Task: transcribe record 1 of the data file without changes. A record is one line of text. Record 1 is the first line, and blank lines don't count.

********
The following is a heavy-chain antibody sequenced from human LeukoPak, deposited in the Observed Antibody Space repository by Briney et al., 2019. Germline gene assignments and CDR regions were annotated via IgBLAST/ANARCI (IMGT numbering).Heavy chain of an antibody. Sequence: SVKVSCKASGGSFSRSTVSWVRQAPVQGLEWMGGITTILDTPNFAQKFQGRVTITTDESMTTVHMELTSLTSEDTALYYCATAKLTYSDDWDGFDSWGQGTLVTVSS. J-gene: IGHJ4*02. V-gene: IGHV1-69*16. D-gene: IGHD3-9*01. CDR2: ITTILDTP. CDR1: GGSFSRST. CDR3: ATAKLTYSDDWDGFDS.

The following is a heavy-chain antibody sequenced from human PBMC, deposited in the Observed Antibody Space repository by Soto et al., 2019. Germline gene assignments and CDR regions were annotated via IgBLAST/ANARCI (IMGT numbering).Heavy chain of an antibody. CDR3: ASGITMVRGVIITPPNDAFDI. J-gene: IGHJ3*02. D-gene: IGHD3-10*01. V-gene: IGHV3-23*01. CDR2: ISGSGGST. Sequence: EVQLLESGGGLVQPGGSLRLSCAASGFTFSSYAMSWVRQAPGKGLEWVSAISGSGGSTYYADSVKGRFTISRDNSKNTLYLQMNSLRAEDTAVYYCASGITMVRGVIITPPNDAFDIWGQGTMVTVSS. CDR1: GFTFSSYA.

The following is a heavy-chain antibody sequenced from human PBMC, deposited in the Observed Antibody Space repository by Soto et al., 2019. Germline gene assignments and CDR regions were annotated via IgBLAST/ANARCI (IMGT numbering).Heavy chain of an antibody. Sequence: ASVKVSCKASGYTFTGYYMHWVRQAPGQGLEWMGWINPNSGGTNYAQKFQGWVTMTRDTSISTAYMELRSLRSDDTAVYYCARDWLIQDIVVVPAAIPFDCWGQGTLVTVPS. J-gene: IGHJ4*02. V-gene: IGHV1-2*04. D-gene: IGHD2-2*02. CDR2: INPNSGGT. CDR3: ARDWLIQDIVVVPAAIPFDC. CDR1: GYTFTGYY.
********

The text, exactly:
The following is a heavy-chain antibody sequenced from human LeukoPak, deposited in the Observed Antibody Space repository by Briney et al., 2019. Germline gene assignments and CDR regions were annotated via IgBLAST/ANARCI (IMGT numbering).Heavy chain of an antibody. Sequence: SVKVSCKASGGSFSRSTVSWVRQAPVQGLEWMGGITTILDTPNFAQKFQGRVTITTDESMTTVHMELTSLTSEDTALYYCATAKLTYSDDWDGFDSWGQGTLVTVSS. J-gene: IGHJ4*02. V-gene: IGHV1-69*16. D-gene: IGHD3-9*01. CDR2: ITTILDTP. CDR1: GGSFSRST. CDR3: ATAKLTYSDDWDGFDS.